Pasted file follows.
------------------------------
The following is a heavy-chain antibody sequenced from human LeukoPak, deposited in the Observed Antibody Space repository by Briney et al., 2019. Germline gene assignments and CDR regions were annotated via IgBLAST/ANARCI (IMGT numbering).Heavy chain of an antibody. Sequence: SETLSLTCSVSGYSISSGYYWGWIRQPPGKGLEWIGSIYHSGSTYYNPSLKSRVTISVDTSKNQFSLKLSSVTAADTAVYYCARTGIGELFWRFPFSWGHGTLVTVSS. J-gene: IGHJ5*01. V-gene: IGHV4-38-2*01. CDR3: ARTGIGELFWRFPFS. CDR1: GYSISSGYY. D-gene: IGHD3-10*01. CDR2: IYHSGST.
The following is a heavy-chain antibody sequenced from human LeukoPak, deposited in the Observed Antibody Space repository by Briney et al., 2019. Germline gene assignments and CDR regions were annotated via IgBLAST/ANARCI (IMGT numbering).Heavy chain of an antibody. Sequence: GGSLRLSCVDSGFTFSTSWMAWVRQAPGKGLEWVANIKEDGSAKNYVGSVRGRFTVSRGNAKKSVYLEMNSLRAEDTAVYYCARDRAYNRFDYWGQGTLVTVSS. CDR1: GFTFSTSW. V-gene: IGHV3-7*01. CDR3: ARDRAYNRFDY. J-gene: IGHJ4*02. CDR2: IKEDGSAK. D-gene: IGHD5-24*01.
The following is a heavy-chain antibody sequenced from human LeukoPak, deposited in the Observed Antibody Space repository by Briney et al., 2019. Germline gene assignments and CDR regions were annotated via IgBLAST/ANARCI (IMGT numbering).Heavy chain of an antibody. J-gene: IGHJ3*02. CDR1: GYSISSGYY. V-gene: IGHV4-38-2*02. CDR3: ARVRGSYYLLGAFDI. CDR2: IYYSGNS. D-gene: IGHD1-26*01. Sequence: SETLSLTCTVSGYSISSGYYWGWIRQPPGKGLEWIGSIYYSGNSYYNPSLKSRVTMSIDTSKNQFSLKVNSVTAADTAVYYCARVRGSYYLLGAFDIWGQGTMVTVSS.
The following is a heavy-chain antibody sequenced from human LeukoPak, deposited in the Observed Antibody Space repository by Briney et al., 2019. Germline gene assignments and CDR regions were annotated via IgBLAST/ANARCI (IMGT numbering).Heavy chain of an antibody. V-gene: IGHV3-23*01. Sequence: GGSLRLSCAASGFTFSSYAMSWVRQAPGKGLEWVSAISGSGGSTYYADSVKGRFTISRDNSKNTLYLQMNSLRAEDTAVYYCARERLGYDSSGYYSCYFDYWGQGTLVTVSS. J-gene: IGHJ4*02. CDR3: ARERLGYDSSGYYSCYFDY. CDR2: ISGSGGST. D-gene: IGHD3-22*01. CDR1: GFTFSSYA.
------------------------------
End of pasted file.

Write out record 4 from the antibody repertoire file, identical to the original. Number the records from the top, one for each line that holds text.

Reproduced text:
The following is a heavy-chain antibody sequenced from human LeukoPak, deposited in the Observed Antibody Space repository by Briney et al., 2019. Germline gene assignments and CDR regions were annotated via IgBLAST/ANARCI (IMGT numbering).Heavy chain of an antibody. V-gene: IGHV3-23*01. Sequence: GGSLRLSCAASGFTFSSYAMSWVRQAPGKGLEWVSAISGSGGSTYYADSVKGRFTISRDNSKNTLYLQMNSLRAEDTAVYYCARERLGYDSSGYYSCYFDYWGQGTLVTVSS. J-gene: IGHJ4*02. CDR3: ARERLGYDSSGYYSCYFDY. CDR2: ISGSGGST. D-gene: IGHD3-22*01. CDR1: GFTFSSYA.